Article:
Obama's quest to join our nation's great presidents

By Robert J. Samuelson

The Washington Post

Published: Tuesday, Jan. 22 2013 12:00 a.m. MST

Still, Obama's enthusiasm for it is telling. Even without the 2008-09 financial crisis, he would have arrived in office just when the retirement of baby boomers was slowing the economy and raising — through Social Security and Medicare— government spending. The cost of government was increasing; the capacity to pay was decreasing. In these circumstances, Obama chose to expand government. His frame of reference was backward-looking: the fulfillment of a liberal agenda conceived from the 1930s to the 1960s.

But history's verdict will be present-oriented and forward-looking. How have his fateful decisions played in the real world? Obama's reputation will ultimately depend on a handful of these, including (probably) his handling of the economy in the dark months of early 2009, Iran's nuclear program, the federal budget and, perhaps, something now unimagined. "Crises demand leadership," writes Merry, "and in the American system that leadership can come only from the president." Not just leadership, but leadership in the right direction.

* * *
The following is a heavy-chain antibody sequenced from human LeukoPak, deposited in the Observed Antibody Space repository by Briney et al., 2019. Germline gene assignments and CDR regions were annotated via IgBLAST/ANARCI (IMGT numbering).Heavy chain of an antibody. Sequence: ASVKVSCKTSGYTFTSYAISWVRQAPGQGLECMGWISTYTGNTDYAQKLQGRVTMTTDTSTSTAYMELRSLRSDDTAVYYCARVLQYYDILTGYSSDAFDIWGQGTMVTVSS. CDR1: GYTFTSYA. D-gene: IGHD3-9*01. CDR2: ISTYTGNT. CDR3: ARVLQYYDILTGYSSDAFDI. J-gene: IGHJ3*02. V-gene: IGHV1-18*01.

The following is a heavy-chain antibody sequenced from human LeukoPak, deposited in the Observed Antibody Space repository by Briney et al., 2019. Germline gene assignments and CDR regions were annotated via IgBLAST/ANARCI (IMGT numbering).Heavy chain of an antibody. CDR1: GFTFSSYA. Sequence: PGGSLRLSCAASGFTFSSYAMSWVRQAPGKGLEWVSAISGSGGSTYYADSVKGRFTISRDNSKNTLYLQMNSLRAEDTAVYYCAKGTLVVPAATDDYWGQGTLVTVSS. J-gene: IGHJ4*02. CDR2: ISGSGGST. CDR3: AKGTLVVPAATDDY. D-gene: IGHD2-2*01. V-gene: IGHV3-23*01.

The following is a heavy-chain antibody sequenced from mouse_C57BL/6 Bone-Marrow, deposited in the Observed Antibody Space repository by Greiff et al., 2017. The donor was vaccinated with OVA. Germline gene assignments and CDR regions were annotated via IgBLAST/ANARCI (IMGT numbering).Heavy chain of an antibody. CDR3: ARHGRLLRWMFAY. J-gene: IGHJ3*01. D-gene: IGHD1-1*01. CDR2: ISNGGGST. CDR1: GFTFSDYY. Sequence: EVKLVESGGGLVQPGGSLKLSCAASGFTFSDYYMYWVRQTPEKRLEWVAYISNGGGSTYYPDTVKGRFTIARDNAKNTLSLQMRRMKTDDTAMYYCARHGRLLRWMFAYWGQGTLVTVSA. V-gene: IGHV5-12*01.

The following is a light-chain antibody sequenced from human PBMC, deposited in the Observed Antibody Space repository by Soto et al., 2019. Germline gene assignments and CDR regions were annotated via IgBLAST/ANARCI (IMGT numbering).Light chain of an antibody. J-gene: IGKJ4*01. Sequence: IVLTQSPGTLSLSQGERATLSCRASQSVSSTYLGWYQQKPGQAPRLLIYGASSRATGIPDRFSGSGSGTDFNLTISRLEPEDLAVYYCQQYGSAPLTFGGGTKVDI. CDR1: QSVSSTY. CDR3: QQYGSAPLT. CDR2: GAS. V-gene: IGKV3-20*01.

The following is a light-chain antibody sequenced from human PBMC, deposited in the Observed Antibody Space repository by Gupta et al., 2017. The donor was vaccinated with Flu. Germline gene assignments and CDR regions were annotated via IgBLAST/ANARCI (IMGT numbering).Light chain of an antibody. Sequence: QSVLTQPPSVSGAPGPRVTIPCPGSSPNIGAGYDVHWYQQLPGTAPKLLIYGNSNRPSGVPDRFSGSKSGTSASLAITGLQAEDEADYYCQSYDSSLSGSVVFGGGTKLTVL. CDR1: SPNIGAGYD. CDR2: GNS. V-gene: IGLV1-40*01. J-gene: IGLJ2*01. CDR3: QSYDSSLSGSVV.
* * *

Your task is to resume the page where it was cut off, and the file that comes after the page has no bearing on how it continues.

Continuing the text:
Robert J. Samuelson is a Washington Post columnist.

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